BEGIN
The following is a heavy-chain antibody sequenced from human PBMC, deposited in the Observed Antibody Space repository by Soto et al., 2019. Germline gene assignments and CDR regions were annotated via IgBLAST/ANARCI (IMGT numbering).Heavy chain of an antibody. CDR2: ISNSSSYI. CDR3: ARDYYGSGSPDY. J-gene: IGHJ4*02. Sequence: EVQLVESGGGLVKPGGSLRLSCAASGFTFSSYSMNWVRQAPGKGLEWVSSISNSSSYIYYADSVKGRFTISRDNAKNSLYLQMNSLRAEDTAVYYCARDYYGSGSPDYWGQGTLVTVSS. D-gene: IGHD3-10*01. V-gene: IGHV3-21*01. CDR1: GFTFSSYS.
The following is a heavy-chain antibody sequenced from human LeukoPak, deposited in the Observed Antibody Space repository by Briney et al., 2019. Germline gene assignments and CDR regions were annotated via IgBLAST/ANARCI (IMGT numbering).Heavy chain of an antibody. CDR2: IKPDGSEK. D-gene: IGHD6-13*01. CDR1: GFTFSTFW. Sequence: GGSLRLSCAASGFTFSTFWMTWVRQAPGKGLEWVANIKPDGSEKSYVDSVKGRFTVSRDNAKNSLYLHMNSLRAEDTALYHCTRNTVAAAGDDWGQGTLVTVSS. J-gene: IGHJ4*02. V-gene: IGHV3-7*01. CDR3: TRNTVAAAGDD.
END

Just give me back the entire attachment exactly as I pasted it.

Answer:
The following is a heavy-chain antibody sequenced from human PBMC, deposited in the Observed Antibody Space repository by Soto et al., 2019. Germline gene assignments and CDR regions were annotated via IgBLAST/ANARCI (IMGT numbering).Heavy chain of an antibody. CDR2: ISNSSSYI. CDR3: ARDYYGSGSPDY. J-gene: IGHJ4*02. Sequence: EVQLVESGGGLVKPGGSLRLSCAASGFTFSSYSMNWVRQAPGKGLEWVSSISNSSSYIYYADSVKGRFTISRDNAKNSLYLQMNSLRAEDTAVYYCARDYYGSGSPDYWGQGTLVTVSS. D-gene: IGHD3-10*01. V-gene: IGHV3-21*01. CDR1: GFTFSSYS.
The following is a heavy-chain antibody sequenced from human LeukoPak, deposited in the Observed Antibody Space repository by Briney et al., 2019. Germline gene assignments and CDR regions were annotated via IgBLAST/ANARCI (IMGT numbering).Heavy chain of an antibody. CDR2: IKPDGSEK. D-gene: IGHD6-13*01. CDR1: GFTFSTFW. Sequence: GGSLRLSCAASGFTFSTFWMTWVRQAPGKGLEWVANIKPDGSEKSYVDSVKGRFTVSRDNAKNSLYLHMNSLRAEDTALYHCTRNTVAAAGDDWGQGTLVTVSS. J-gene: IGHJ4*02. V-gene: IGHV3-7*01. CDR3: TRNTVAAAGDD.